Waller’s efforts in Mute Witness most frequently draws comparison to the master of suspense, Alfred Hitchcock, or his most notorious emulator, Brian de Palma. The connection is flattering, a commentary on the expert construction of Mute Witness, the primacy it places on thrills, and the effectiveness by which it delivers them. Waller demonstrates himself as a student of Hitch but unlike de Palma, his efforts aren’t self-consciously citational. Waller acts in the service of his story, not of his influences. As conspicuous as his dolly zoom is when Billy makes a break for a fire exit, it’s no commentary on Vertigo and its legacy – just a wonderfully indexical expression of subjective panic and desperation. And Mute Witness is full of such well-crafted sequences, using a director’s grab bag of techniques to not just build suspense in a given sequence but to reveal the ingenuity and pluck of the film’s central character. The most notable sequence of Mute Witness beyond the initial movie studio portion is a wonderfully traumatic imagining that occurs after Billy returns to her flat and precedes the well-staged apartment-invasion she defends herself from. Taking a bath, Billy struggles to let go of the harrowing events of the evening as the dripping faucet and droplets of condensation on the bathroom’s window draw her mind back to the bloody murder. It is here where Mute Witness crosses beyond the enhanced realism of focus pulls and into something echoing the paranormal with visions of blood infiltrating the bath and a wonderful audio-visual stinger involving the murdered woman. It’s the moment that stays – a true moment of horror amid a bounty of suspense.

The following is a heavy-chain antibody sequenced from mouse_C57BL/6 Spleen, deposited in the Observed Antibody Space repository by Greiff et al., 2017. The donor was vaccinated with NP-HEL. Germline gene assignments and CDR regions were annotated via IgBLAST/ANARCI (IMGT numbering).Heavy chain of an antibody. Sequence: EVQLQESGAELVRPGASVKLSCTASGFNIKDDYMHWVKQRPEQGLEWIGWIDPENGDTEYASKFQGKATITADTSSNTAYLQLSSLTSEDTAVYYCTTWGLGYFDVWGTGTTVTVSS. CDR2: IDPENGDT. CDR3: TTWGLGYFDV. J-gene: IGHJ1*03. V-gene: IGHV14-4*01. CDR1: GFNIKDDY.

Viewers are likely to also find shadows of John Carpenter, Dario Argento, and Wait Until Dark (Terence Young, 1967) hidden within Waller’s thriller, although the best comparison might be much less recognizable until one notices that Waller’s next project was the lamentable An American Werewolf in Paris (1997). Waller’s efforts in Mute Witness strongly connect to the work of John Landis (director of An American Werewolf in London (1981)), particularly for their shared audaciousness. Waller seems to channel Landis’ co-existing respect for genre cinema and his mercenary attitude for doing whatever is necessary to create an entertaining movie, most particularly when comes to bringing comedy into the mix. For as buffoonish as Andy and Karen often are, they bring a vitality to the film and preserve a sense of spontaneity and possibility that is essential to finding scares as well. The two films also share a fish-out-of-water plot, with a drably bureaucratic and threateningly masculine Moscow standing in for some foggy moors and local legends. Mute Witness may not be An American Werewolf in London, but it walks a similar line and does so quite proficiently.